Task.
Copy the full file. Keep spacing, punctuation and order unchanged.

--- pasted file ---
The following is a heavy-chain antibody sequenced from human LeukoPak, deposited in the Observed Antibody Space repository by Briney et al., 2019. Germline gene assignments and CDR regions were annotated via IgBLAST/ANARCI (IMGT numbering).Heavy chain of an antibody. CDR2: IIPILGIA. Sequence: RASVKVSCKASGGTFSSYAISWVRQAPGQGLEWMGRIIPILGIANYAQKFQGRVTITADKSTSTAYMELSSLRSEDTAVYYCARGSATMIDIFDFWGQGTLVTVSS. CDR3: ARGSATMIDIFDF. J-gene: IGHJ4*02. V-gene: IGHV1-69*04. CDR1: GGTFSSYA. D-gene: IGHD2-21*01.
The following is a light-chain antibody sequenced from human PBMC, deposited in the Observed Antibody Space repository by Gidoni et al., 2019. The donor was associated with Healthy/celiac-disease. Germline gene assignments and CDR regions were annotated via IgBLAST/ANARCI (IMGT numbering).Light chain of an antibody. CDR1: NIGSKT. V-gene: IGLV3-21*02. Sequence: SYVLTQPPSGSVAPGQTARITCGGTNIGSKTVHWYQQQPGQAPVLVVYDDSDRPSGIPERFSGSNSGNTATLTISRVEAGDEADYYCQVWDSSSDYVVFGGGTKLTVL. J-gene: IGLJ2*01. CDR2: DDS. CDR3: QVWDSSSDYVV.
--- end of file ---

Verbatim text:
The following is a heavy-chain antibody sequenced from human LeukoPak, deposited in the Observed Antibody Space repository by Briney et al., 2019. Germline gene assignments and CDR regions were annotated via IgBLAST/ANARCI (IMGT numbering).Heavy chain of an antibody. CDR2: IIPILGIA. Sequence: RASVKVSCKASGGTFSSYAISWVRQAPGQGLEWMGRIIPILGIANYAQKFQGRVTITADKSTSTAYMELSSLRSEDTAVYYCARGSATMIDIFDFWGQGTLVTVSS. CDR3: ARGSATMIDIFDF. J-gene: IGHJ4*02. V-gene: IGHV1-69*04. CDR1: GGTFSSYA. D-gene: IGHD2-21*01.
The following is a light-chain antibody sequenced from human PBMC, deposited in the Observed Antibody Space repository by Gidoni et al., 2019. The donor was associated with Healthy/celiac-disease. Germline gene assignments and CDR regions were annotated via IgBLAST/ANARCI (IMGT numbering).Light chain of an antibody. CDR1: NIGSKT. V-gene: IGLV3-21*02. Sequence: SYVLTQPPSGSVAPGQTARITCGGTNIGSKTVHWYQQQPGQAPVLVVYDDSDRPSGIPERFSGSNSGNTATLTISRVEAGDEADYYCQVWDSSSDYVVFGGGTKLTVL. J-gene: IGLJ2*01. CDR2: DDS. CDR3: QVWDSSSDYVV.